US consumer spending rises 0.5 per cent: Were the US' job woes just a blip?

Emma Haslett
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Consumer spending rose 0.5 per cent in August (Source: Getty)

Over the past few weeks, economic data coming out of the US has been less than encouraging, but new personal spending figures suggest those disappointments were little more than a blip.

Figures from the US Commerce Department released today showed personal spending rose 0.5 per cent in August, having fallen 0.1 per cent in July, while personal income rose 0.3 per cent, compared with a 0.2 per cent fall in July.

The spending figure was ahead of expectations - economists had thought it would rise 0.4 per cent.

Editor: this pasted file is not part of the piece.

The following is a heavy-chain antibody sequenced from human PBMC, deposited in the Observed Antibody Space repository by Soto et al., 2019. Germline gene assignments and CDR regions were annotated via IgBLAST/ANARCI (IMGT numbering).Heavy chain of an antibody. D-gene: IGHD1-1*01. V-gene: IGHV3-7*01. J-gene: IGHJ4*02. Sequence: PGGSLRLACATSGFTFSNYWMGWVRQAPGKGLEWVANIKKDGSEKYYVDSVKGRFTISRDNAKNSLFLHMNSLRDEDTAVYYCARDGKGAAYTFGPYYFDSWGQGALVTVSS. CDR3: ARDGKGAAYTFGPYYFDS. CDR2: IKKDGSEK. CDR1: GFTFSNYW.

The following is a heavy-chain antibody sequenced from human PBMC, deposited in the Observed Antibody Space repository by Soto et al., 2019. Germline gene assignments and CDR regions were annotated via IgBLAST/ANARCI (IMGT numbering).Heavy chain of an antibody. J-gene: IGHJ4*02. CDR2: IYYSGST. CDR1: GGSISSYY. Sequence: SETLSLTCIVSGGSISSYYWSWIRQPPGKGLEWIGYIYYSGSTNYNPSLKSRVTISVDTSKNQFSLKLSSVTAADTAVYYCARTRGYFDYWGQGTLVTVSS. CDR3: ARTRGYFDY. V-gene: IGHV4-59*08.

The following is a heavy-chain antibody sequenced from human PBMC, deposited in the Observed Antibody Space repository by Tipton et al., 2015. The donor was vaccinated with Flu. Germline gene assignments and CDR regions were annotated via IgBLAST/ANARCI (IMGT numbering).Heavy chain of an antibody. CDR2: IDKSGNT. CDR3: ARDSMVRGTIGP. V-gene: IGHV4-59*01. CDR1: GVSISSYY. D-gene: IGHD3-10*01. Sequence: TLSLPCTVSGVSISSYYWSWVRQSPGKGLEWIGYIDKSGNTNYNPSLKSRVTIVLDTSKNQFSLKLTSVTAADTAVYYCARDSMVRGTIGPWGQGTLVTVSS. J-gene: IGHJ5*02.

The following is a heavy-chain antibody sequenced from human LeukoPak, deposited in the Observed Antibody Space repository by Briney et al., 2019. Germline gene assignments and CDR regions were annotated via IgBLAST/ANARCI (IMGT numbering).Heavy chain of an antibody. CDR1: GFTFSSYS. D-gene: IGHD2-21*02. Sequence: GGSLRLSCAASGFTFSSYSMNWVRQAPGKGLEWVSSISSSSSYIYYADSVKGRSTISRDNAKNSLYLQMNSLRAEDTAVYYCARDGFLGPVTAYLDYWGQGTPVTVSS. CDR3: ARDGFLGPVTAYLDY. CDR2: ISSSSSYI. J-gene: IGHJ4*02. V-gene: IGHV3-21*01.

It's good news for US investors, who had been thrown by disappointing unemployment figures published at the beginning of this month. The number of benefits claimants rose to 315,000 in mid-September, suggesting earlier figures showing job growth had fallen were more serious than realised.

But the figures could still be a cause for concern. During a speech in June, Fed chair Janet Yellen said that without "somewhat more rapid" growth in wages, "I would worry about downside risk to consumer spending".

All eyes on next month's jobs figures, then, to see whether the recovery's momentum will continue to increase.

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